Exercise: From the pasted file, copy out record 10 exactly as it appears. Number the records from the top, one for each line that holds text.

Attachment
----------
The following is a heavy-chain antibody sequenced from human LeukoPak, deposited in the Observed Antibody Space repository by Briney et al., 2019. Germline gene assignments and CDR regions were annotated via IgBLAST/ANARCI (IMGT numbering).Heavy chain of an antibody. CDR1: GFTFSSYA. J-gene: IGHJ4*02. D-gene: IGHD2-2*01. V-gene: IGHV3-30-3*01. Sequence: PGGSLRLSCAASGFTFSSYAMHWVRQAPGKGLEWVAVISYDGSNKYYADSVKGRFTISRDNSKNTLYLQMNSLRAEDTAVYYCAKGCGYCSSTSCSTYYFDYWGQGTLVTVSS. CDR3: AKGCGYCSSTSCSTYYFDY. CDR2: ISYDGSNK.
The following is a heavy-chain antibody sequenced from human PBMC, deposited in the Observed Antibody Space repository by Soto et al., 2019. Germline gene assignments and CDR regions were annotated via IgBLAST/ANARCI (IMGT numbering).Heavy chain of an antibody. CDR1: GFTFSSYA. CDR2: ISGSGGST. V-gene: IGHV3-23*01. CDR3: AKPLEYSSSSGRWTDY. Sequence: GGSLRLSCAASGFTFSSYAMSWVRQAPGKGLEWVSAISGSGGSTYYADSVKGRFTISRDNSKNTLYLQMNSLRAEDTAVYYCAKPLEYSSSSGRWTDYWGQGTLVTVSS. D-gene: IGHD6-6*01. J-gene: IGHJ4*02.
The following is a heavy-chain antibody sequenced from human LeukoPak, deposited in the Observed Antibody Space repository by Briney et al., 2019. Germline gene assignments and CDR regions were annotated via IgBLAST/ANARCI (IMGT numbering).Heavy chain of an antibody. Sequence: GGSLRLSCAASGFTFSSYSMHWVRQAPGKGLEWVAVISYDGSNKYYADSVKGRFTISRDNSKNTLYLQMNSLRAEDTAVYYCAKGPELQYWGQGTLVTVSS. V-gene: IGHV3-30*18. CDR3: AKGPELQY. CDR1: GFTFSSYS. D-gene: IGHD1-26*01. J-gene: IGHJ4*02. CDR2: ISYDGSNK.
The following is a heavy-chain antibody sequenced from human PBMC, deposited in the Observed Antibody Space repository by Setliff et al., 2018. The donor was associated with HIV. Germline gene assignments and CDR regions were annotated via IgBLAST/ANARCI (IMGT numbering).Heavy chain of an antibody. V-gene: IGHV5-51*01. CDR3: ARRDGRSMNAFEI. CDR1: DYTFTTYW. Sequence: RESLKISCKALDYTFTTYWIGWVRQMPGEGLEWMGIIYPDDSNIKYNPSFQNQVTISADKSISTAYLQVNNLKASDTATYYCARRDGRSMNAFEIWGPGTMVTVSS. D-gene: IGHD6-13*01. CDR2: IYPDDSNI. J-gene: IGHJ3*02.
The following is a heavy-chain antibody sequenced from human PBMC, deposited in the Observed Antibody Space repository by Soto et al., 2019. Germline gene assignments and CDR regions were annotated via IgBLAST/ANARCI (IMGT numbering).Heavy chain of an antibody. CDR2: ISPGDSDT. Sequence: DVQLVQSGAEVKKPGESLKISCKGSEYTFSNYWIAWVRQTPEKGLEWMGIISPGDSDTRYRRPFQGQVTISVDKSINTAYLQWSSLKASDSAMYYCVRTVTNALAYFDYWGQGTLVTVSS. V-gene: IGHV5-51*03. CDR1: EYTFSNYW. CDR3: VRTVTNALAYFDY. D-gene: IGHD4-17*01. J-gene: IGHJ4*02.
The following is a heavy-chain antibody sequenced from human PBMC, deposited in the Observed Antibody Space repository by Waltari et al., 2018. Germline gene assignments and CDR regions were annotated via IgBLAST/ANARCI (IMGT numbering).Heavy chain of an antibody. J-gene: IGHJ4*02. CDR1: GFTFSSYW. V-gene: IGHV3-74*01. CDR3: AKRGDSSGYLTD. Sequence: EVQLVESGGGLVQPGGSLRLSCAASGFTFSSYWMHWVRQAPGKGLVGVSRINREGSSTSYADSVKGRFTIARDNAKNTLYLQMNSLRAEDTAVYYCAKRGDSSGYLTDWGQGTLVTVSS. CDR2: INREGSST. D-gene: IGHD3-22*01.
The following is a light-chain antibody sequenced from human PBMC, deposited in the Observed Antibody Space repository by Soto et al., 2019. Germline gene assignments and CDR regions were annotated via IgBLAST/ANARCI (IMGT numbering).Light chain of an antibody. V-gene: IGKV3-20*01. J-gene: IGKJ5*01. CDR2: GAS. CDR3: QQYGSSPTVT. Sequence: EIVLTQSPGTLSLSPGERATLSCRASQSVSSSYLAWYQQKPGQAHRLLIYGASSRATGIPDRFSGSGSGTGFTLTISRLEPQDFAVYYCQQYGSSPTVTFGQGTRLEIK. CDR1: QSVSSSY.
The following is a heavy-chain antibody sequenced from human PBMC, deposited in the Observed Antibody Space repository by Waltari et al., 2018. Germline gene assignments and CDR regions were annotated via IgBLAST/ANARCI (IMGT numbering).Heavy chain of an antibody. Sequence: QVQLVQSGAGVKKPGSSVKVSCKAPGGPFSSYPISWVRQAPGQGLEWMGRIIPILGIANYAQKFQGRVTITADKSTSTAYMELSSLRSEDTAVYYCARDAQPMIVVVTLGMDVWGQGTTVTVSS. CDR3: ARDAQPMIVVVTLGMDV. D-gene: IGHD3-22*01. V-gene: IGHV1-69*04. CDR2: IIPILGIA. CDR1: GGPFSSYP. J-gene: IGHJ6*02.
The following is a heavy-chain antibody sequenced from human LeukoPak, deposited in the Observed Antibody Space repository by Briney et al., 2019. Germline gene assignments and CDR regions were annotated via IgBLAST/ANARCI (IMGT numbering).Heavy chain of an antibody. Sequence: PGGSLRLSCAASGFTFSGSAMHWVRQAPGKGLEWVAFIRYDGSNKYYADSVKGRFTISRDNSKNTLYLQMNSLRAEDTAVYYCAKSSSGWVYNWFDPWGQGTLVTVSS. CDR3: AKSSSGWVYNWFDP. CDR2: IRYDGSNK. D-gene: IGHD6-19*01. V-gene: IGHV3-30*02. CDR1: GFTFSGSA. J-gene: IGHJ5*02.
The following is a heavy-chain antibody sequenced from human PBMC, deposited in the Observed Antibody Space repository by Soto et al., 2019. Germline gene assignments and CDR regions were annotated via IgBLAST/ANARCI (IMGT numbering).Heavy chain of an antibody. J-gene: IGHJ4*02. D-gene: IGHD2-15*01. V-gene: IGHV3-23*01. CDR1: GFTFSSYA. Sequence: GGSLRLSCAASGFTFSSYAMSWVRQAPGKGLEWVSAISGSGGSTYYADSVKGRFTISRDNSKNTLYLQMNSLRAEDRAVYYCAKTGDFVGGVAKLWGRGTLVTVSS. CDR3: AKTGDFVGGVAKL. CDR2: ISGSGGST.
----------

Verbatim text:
The following is a heavy-chain antibody sequenced from human PBMC, deposited in the Observed Antibody Space repository by Soto et al., 2019. Germline gene assignments and CDR regions were annotated via IgBLAST/ANARCI (IMGT numbering).Heavy chain of an antibody. J-gene: IGHJ4*02. D-gene: IGHD2-15*01. V-gene: IGHV3-23*01. CDR1: GFTFSSYA. Sequence: GGSLRLSCAASGFTFSSYAMSWVRQAPGKGLEWVSAISGSGGSTYYADSVKGRFTISRDNSKNTLYLQMNSLRAEDRAVYYCAKTGDFVGGVAKLWGRGTLVTVSS. CDR3: AKTGDFVGGVAKL. CDR2: ISGSGGST.